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Musings on Building a Digital Music Server: The
Audio Note Pallas Digital Interconnect and the Pure Music Audio Engine
(including a brief treatise on scaling down the system and my headphone fetish)
"The taste of love is sweet
Oh, but the fire ran wild."
–"Ring of Fire", June Carter Cash
OK, I admit it. I have been biased towards Amarra. When Lee Weiland originally helped me setup a digital music server so many years ago, it's what he suggested I use and I happily paid the $1000 price of entry because I trusted Lee and, well, it sounded really good. But times have changed. Amarra has become unstable and quite honestly there's been some pressure to give Pure Music a fairer chance. So when I found out that I couldn't play 24/192 files through Amarra without getting clicking sounds, I had to say enough was enough and I loaded up Pure Music. I have to confess, it is a much more professionally written software application and it appears to be much more stable and just plays with my Macintosh better. It has some limitations and I miss certain features of Amarra, like the ability to automatically convert FLAC folders to AIFF and enter the songs and artwork into the iTunes database; but Pure Music has similar capabilities and at a certain point one has to admit that the point of an audio engine is to make your music sound better and not to fry your bacon. Plus, when my 27" Quad Core iMac runs clean with Pure Music but crashes with Amarra, even I have to admit that it just gets silly.
I am listening to The Whole Love now by Wilco at 24/96, and with Pure Music in its default settings, including leaving the volume at -20dB, it sounds lovely, open and clean; and my Mac mini hasn't needed a reboot in over 24 hours, which is quite a remarkable thing. So I guess my allegiances are changing; I'm developing the same level of enthusiasm for Pure Music that I once held for Amarra. And much as it pains me to say it, I'm really happy because the software isn't getting in the way of listening to the music. Plus—and I hesitate to say this without doing a lot more listening—but I think Pure Music sounds better than Amarra; at least I hear more in the top-end (in a positive way) and that's with both the Sonicweld Diverter HR/Berkeley Audio Design Alpha DAC combination and the Audiophilleo 1/Rega DAC pair (which despite what Michael Fremer says—and I paraphrase—doesn't warm and fuzzy, it sounds really open and clean). So maybe at the time I was right to gush over Amarra but times have changed and now I'm officially signing up for the Pure Music fan club. It (a) sounds better (b) is more stable and (c) doesn't break my machines; so what's not to like? With that in mind, I offer a profound thank you to the folks who make Pure Music for creating such a fine product and a profound apology to the folks who make Amarra for abandoning ship.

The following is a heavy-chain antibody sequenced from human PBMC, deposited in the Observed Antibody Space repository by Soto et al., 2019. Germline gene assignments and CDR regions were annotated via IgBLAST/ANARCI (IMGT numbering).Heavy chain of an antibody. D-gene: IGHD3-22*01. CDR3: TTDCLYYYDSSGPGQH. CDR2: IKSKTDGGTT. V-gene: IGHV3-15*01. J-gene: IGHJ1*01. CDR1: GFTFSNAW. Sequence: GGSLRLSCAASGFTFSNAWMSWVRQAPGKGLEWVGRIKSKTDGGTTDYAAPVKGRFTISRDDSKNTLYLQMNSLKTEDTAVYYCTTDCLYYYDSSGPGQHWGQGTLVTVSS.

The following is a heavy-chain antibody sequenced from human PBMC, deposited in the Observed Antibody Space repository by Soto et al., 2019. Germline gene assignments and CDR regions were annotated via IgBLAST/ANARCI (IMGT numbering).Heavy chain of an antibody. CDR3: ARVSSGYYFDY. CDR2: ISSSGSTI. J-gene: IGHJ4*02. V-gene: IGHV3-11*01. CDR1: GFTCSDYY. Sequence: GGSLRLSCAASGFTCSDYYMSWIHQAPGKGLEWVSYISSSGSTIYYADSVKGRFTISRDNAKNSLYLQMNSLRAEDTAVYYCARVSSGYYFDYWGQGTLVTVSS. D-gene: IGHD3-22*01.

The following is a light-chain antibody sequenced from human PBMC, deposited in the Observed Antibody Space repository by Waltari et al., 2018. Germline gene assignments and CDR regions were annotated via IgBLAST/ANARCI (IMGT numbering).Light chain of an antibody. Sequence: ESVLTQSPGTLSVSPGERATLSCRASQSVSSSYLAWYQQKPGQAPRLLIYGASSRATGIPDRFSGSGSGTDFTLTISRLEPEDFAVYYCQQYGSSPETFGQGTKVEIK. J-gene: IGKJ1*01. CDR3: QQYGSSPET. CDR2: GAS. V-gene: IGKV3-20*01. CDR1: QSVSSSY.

Now to get to another point, for personal reasons I'm scaling down the big system and merging it with components of the office system. That gives me a chance to try a few things in new positions before they go out the door. So I took the Audio Note Pallas digital interconnect I was using between my CEC TL-0 and my Audio Note DAC 4.1x Balanced and—using BNC to RCA adapters—connected my Sonicweld Diverter HR to my Berkeley Audio Design Alpha with the Pallas; my immediate impression was that the sound was more open and musical, software with a better sense of definition. I listened to many hours of music using Pure Music and the Pallas digital interconnect and I have to say I was very happy. I ultimately choose to sell the Pallas as part of the TL-0/DAC 4.1x Balanced package and return to Lee Weiland's miraculous Core, pre-terminated with BNC's; but I have to say that compared to the Pallas it sounds a little thick, a little congested, not so much that I would replace it and it does evoke a familiar sound, but there was an, "Aw, shucks", moment when I disconnected the Pallas and restored the Core to its rightful place.